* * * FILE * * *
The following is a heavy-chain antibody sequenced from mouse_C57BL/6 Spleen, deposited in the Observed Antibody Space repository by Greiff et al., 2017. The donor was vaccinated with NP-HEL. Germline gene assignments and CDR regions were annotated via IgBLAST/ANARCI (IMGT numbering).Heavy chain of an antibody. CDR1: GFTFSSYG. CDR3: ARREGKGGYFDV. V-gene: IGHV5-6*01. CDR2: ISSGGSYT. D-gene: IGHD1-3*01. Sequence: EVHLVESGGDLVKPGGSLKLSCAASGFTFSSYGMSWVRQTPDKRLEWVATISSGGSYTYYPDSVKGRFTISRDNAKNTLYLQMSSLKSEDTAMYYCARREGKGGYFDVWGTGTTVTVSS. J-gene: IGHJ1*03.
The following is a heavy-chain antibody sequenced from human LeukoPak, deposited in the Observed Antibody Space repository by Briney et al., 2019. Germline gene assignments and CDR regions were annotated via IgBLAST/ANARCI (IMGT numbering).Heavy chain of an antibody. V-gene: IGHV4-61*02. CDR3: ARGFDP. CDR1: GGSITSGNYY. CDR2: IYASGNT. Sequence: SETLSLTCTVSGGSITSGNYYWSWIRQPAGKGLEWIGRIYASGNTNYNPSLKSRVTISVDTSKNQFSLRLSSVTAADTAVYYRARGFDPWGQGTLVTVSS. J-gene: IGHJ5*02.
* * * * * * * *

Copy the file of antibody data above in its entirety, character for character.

The following is a heavy-chain antibody sequenced from mouse_C57BL/6 Spleen, deposited in the Observed Antibody Space repository by Greiff et al., 2017. The donor was vaccinated with NP-HEL. Germline gene assignments and CDR regions were annotated via IgBLAST/ANARCI (IMGT numbering).Heavy chain of an antibody. CDR1: GFTFSSYG. CDR3: ARREGKGGYFDV. V-gene: IGHV5-6*01. CDR2: ISSGGSYT. D-gene: IGHD1-3*01. Sequence: EVHLVESGGDLVKPGGSLKLSCAASGFTFSSYGMSWVRQTPDKRLEWVATISSGGSYTYYPDSVKGRFTISRDNAKNTLYLQMSSLKSEDTAMYYCARREGKGGYFDVWGTGTTVTVSS. J-gene: IGHJ1*03.
The following is a heavy-chain antibody sequenced from human LeukoPak, deposited in the Observed Antibody Space repository by Briney et al., 2019. Germline gene assignments and CDR regions were annotated via IgBLAST/ANARCI (IMGT numbering).Heavy chain of an antibody. V-gene: IGHV4-61*02. CDR3: ARGFDP. CDR1: GGSITSGNYY. CDR2: IYASGNT. Sequence: SETLSLTCTVSGGSITSGNYYWSWIRQPAGKGLEWIGRIYASGNTNYNPSLKSRVTISVDTSKNQFSLRLSSVTAADTAVYYRARGFDPWGQGTLVTVSS. J-gene: IGHJ5*02.